Roll-up Acquisition Target Sizing

Posted on: December 15th, 2023

Acquisition financing

Roll-ups involve a series of fast-paced acquisitions in the creation of a strong platform company. Roll-up sponsors are usually motivated by the high valuations they see in their industry. They adopt a carpe diem approach and seek turbo charged acquisitions as the way to grow. The acquisition financing market is welcoming to strong companies with good business plans, but the deal size needs to make sense both size-wise and risk-wise for the lender.

Acquisition financing lenders generally use standard deal size metrics when screening the deal. They seek minimum loan sizes of $8 to $10 million. They seek companies with minimum revenue of $12 to $15 million and EBITDA of $2.5 million to $3 million. The added wrinkle with roll-ups is the size of the companies being acquired. If the size of each acquisition is too small, this forces the roll-up sponsor into buying a high number of companies to meet the minimum. For example, if the acquirer has $1.5 million of EBITDA and is buying businesses with only $250k in average EBITDA, they will need 4 deals to reach $1 million of acquired EBITDA and $2.5 million of combined EBITDA. While smaller businesses can usually be scooped up at good prices, $250k of average EBITDA per deal is unfortunately too small. Purchasing more companies to bulk up revenue and EBITDA creates a high level of operational integration risk.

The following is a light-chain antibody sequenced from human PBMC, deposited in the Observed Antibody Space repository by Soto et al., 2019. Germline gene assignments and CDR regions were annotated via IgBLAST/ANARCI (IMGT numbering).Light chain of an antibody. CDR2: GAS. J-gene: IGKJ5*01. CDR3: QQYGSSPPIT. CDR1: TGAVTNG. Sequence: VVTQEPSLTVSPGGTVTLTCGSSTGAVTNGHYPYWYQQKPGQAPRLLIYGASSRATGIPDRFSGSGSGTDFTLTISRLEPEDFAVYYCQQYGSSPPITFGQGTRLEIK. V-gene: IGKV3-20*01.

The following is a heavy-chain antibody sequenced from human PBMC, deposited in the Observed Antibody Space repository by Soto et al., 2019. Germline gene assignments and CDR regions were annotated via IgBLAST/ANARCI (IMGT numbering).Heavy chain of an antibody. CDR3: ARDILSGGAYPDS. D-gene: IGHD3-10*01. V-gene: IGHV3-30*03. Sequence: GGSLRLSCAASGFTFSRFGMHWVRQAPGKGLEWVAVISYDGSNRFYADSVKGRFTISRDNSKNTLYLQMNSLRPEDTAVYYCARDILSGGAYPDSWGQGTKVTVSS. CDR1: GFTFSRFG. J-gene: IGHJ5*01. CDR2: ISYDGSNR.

Acquisition financing lenders want low levels of operational integration risk, especially with companies that are smaller to begin with. Acquiring companies can pursue smaller deals but need to have a beefier sized deal or two as the keystone to their initial acquisition financing raise. For example, a $1.5 million EBITDA sized company should look to acquire targets with $500k to $1 million in EBITDA. Two $500 EBITDA targets or one $1 million target will lead to $2.5 million of combined EBITDA. The acquisition financing lender’s size sensitivity is most acute at the point of initial scale-up to the minimum. If too much integration risk is involved in forming the platform company, there could be operational problems and financial underperformance. Understandably, smart acquisition financing lenders want to fund platform companies with operational strength and acquisition vision to scale at a fast rate after the initial closing.